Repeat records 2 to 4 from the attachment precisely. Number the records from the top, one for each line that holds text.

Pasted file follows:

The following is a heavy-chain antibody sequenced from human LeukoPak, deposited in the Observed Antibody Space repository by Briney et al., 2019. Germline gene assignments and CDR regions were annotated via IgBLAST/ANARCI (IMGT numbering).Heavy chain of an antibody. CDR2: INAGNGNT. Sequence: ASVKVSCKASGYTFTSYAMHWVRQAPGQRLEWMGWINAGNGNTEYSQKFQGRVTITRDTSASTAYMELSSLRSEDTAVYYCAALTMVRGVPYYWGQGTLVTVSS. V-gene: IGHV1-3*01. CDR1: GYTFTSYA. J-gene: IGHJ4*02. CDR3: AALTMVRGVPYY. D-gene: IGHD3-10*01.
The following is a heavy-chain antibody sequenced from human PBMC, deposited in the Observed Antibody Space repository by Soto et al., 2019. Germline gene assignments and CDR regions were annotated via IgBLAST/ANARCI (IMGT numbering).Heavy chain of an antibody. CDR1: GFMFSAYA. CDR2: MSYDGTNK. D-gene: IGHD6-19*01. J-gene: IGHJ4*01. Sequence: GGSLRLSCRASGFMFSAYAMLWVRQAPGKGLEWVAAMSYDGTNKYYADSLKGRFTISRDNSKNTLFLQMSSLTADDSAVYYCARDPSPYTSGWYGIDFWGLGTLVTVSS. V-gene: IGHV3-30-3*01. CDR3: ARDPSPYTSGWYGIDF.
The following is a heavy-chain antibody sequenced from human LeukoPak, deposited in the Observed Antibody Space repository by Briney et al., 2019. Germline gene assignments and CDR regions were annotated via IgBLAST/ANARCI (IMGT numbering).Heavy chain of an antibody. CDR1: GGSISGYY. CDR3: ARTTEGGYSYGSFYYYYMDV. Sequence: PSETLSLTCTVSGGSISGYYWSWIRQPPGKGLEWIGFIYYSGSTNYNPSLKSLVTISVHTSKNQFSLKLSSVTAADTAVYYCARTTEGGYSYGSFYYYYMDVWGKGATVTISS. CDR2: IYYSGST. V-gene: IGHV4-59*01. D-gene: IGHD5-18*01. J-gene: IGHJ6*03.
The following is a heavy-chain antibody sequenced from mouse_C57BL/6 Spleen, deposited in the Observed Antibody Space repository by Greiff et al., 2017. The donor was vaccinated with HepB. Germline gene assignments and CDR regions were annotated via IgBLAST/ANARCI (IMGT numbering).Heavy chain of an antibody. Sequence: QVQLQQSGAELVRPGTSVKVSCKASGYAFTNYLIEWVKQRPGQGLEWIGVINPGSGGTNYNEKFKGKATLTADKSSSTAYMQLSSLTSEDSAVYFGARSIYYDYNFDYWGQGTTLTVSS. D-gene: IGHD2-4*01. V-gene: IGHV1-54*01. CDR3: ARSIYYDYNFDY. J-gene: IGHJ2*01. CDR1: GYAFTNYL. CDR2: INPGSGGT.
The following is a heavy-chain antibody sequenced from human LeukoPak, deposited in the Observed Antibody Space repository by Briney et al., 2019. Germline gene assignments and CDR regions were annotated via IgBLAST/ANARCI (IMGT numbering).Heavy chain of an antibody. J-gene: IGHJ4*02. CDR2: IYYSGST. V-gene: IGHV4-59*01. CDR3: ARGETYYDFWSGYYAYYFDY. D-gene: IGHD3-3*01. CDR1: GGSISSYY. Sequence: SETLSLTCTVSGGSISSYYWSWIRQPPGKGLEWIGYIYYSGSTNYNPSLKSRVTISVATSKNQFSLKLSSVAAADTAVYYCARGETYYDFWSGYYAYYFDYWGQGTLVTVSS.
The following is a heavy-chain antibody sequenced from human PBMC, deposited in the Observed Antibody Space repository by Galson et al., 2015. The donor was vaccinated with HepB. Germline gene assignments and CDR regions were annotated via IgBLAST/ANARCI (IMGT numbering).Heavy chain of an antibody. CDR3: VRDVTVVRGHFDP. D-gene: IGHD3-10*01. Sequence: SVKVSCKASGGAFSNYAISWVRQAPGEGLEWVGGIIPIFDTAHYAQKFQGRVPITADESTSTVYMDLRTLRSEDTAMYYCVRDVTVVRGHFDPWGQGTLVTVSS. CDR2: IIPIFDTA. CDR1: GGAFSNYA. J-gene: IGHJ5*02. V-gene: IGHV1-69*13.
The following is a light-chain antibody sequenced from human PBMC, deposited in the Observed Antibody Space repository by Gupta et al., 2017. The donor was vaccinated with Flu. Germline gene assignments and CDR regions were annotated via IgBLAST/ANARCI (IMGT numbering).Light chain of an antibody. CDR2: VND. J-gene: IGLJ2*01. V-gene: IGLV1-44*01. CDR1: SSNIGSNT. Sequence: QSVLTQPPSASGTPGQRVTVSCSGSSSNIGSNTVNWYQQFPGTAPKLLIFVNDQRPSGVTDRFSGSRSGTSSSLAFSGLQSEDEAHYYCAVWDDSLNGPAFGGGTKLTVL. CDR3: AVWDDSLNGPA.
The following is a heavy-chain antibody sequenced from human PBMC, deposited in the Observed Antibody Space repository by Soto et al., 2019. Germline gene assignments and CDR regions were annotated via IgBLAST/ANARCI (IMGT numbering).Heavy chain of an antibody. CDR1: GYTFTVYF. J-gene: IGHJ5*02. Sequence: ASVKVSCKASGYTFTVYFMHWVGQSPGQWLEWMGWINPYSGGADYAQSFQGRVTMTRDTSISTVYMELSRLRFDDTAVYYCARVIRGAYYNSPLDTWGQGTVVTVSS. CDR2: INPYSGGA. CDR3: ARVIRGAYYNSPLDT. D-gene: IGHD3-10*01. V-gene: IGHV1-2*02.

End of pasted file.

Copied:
The following is a heavy-chain antibody sequenced from human PBMC, deposited in the Observed Antibody Space repository by Soto et al., 2019. Germline gene assignments and CDR regions were annotated via IgBLAST/ANARCI (IMGT numbering).Heavy chain of an antibody. CDR1: GFMFSAYA. CDR2: MSYDGTNK. D-gene: IGHD6-19*01. J-gene: IGHJ4*01. Sequence: GGSLRLSCRASGFMFSAYAMLWVRQAPGKGLEWVAAMSYDGTNKYYADSLKGRFTISRDNSKNTLFLQMSSLTADDSAVYYCARDPSPYTSGWYGIDFWGLGTLVTVSS. V-gene: IGHV3-30-3*01. CDR3: ARDPSPYTSGWYGIDF.
The following is a heavy-chain antibody sequenced from human LeukoPak, deposited in the Observed Antibody Space repository by Briney et al., 2019. Germline gene assignments and CDR regions were annotated via IgBLAST/ANARCI (IMGT numbering).Heavy chain of an antibody. CDR1: GGSISGYY. CDR3: ARTTEGGYSYGSFYYYYMDV. Sequence: PSETLSLTCTVSGGSISGYYWSWIRQPPGKGLEWIGFIYYSGSTNYNPSLKSLVTISVHTSKNQFSLKLSSVTAADTAVYYCARTTEGGYSYGSFYYYYMDVWGKGATVTISS. CDR2: IYYSGST. V-gene: IGHV4-59*01. D-gene: IGHD5-18*01. J-gene: IGHJ6*03.
The following is a heavy-chain antibody sequenced from mouse_C57BL/6 Spleen, deposited in the Observed Antibody Space repository by Greiff et al., 2017. The donor was vaccinated with HepB. Germline gene assignments and CDR regions were annotated via IgBLAST/ANARCI (IMGT numbering).Heavy chain of an antibody. Sequence: QVQLQQSGAELVRPGTSVKVSCKASGYAFTNYLIEWVKQRPGQGLEWIGVINPGSGGTNYNEKFKGKATLTADKSSSTAYMQLSSLTSEDSAVYFGARSIYYDYNFDYWGQGTTLTVSS. D-gene: IGHD2-4*01. V-gene: IGHV1-54*01. CDR3: ARSIYYDYNFDY. J-gene: IGHJ2*01. CDR1: GYAFTNYL. CDR2: INPGSGGT.